PLUMAS COUNTY, Calif. (KTXL/AP) — The Dixie Fire remains 86% contained as more than 2,400 fire personnel continue to battle the blaze.
California’s largest recorded single wildfire in history, which started July 13, has burned 960,581 acres — over 1,500 square miles.
|1,329 (736 Residences)||Structures Destroyed|
Greenville community members are suing Pacific Gas and Electric, alleging the utility is responsible for the destruction of hundreds of homes and businesses during the Dixie Fire.
At least 200 homeowners, renters and business owners filed a lawsuit against PG&E after the town was ravaged by the Dixie Fire in early August, arguing the destruction could’ve been avoided.
FOX40 spoke to Gerald Singleton, the managing partner of the law firm helping these families and entrepreneurs on Thursday.
“It’s so difficult. I’ve spoken with and represented thousands of fire victims over the years, and while all of their stories have a lot in common, all of them are unique. Everybody’s loss is unique,” Singleton said.
Singleton said PG&E has been heading in the right direction the last couple of years, but they’ve gotten so far behind over the last decade and a half.
The Dixie Fire merged with the nearby Fly Fire in July. PG&E has reported to California utility regulators that its equipment may be linked to both fires, adding to the list of major wildfires linked to the utility.
U.S. District Judge William Alsup accused the company of downplaying the risk posed by the power line suspected of causing the fire. He said he has received information flagging that troublesome power line as the 11th most dangerous in PG&E’s sprawling service territory.
During his visit to California Monday, President Joe Biden expressed concern about the connection between climate change and California wildfires.
“It isn’t about red or blue states. It’s about fires, just fires,” Biden said, noting that catastrophic weather doesn’t strike based on partisan ideology.
Cal Fire Chief Thom Porter said that only twice in California history have blazes burned from one side of the Sierra Nevada to the other, with the Caldor and Dixie fires.
The U.S. Department of Agriculture ended its region-wide forest closure Wednesday night, two days ahead of schedule.
Fire officials reported Friday morning that smoke and fire activity picked up in the East Zone burning previously untouched pockets within the containment lines.
Crews responded to reports of fire activity near Silver Lake Road, Turner Ridge, Buck’s Lake and west of Lake Davis, the U.S. Forest Service reported.
Crews are preparing for an approaching weather system that’s expected to bring increased southwest winds on Friday and Saturday and a chance of rain overnight Saturday. In preparation, crews have been reinforcing containment lines to minimize the potential for fire spread or spotting.
Field damage inspections have concluded, Cal Fire said. At least 1,329 structures have been destroyed, including 736 single and multi-family homes. Ninety-five structures have been damaged.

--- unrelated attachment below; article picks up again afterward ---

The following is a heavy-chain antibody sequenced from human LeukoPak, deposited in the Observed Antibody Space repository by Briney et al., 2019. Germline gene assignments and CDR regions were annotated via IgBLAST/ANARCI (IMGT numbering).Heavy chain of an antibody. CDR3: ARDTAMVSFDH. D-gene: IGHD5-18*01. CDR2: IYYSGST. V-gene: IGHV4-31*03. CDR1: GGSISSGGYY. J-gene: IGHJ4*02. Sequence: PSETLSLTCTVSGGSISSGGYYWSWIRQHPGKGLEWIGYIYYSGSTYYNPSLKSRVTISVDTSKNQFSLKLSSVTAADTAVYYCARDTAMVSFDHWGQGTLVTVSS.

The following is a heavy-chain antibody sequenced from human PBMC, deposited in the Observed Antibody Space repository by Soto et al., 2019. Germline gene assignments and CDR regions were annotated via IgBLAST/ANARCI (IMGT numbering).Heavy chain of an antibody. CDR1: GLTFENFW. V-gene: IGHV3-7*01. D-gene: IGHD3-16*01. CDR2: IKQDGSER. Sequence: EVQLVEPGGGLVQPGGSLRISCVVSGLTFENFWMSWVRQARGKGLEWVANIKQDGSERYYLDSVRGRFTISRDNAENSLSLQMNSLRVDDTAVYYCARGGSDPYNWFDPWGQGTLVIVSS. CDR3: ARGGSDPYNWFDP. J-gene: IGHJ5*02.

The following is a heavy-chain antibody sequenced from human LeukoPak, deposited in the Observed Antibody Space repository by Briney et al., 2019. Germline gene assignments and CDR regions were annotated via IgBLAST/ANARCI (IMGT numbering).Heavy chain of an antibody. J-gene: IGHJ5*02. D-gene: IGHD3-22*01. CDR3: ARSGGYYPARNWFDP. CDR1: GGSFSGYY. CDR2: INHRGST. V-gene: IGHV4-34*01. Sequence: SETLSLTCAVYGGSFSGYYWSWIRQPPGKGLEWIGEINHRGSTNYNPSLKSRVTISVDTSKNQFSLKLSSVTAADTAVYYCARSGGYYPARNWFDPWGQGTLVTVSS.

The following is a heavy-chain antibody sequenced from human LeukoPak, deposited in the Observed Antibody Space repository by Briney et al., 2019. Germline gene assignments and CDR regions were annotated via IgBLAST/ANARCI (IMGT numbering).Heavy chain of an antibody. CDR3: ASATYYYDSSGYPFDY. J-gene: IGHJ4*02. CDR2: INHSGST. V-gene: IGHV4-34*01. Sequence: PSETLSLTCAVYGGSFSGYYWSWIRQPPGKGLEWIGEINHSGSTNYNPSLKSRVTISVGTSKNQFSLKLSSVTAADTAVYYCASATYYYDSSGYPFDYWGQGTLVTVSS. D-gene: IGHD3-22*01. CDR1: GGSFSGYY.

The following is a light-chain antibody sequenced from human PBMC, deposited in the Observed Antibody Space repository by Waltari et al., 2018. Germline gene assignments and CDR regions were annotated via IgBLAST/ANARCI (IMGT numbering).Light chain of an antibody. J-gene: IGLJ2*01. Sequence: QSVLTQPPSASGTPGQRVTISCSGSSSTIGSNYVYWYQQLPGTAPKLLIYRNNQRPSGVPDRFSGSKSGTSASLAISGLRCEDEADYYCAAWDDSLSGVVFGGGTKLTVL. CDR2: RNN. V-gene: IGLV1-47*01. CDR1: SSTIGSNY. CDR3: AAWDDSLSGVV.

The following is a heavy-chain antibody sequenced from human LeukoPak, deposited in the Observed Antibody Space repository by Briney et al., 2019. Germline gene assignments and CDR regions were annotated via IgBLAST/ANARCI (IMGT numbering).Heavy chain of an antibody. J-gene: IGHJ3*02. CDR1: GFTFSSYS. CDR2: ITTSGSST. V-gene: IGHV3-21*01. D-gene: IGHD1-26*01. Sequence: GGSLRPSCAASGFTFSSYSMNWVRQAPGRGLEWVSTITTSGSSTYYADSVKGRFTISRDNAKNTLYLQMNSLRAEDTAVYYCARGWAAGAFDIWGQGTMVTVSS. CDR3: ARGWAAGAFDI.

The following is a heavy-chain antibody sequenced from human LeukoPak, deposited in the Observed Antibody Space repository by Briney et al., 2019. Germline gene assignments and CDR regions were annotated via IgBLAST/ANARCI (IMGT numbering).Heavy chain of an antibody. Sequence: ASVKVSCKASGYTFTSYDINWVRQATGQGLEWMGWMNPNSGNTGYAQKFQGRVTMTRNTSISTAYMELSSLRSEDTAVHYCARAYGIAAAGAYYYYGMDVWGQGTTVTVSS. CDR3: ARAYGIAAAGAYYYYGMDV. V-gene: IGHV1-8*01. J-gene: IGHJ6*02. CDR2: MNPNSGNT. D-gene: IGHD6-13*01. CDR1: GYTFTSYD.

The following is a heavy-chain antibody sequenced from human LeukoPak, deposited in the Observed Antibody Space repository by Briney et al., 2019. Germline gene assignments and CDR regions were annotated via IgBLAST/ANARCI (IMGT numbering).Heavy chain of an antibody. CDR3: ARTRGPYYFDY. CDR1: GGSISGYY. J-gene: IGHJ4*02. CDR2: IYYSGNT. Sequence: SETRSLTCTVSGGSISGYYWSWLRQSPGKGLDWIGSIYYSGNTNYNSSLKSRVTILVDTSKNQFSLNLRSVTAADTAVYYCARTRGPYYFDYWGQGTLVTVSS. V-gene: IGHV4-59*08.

Officials have a map indicating the status of structures. Click here to view.
Plumas County officials are working with the California Governor’s Office of Emergency Services to find a temporary housing community for the displaced. They hope to have a temporary firehouse in Greenville by Oct. 1.
Returning residents are asked to stay vigilant, Cal Fire warned. Smoke may still be coming from trees and stumps, but residents should call 911 if they grow concerned about active flames.
The Department of Toxic Substances Control has begun cleanup efforts in communities impacted by the Dixie Fire.
Three firefighters and a fire captain were hospitalized Aug. 7 after a weakened tree fell and struck them, a San Diego County Cal Fire crew reported.
Marcus Pacheco, an assistant fire engine operator for Lassen National Forest with 30 years of experience, died last week from an unidentified illness. He was assigned to the Dixie Fire burning north of the Caldor Fire, authorities said.
By Thursday afternoon, 72 Lassen County residents and 30 Shasta County residents were still under evacuation orders, according to Cal OES.
Officials shared an evacuation map, with areas in red representing mandatory evacuations and the yellow areas being evacuation warning zones.
Road and highway closures are being reported by Caltrans on its website. People traveling in the area should follow egress route directions in the evacuation notification because GPS can lead drivers to hazardous areas, Cal Fire warned.
Officials also advise motorists to call 1-800-427-7623 for highway information.
Because evacuation orders and warnings are changing frequently, Cal Fire is directing residents to the social media pages of local law enforcement and forest management.
- Plumas County Sheriff’s Office – Facebook
- Butte County Sheriff’s Office – Facebook
- Lassen County Sheriff’s Office – Facebook
- Tehama County Sheriff’s Department – Facebook
- Shasta County Sheriff’s Office – Facebook
Residents can also sign up for their county’s CodeRed emergency alert system for evacuation information using the links below.
Evacuees in need of help can also contact American Red Cross at 855-755-7711.
Residents impacted by the Dixie Fire can obtain general relief supplies like clothing, groceries and personal hygiene items at the following locations:
- Community Assistance Network
176 Lawrence Street, Quincy
Mondays, Wednesdays, and Fridays, 10 a.m. – Noon
Tuesdays and Thursdays, 2 p.m. – 4 p.m.
- Chester Elks Lodge
164 Main Street, Chester
Mondays, Wednesdays, and Saturdays, 3 p.m. – 6 p.m.
*Beginning Saturday, Sept. 11 through the month of September
*General relief supplies
- Quincy Seventh-Day Adventist Church
2333 Pine Street, Quincy
Wednesdays and Sundays, 3 p.m. – 6 p.m.
*Beginning Sunday, Sept. 12
*General relief supplies
The Associated Press contributed to this report.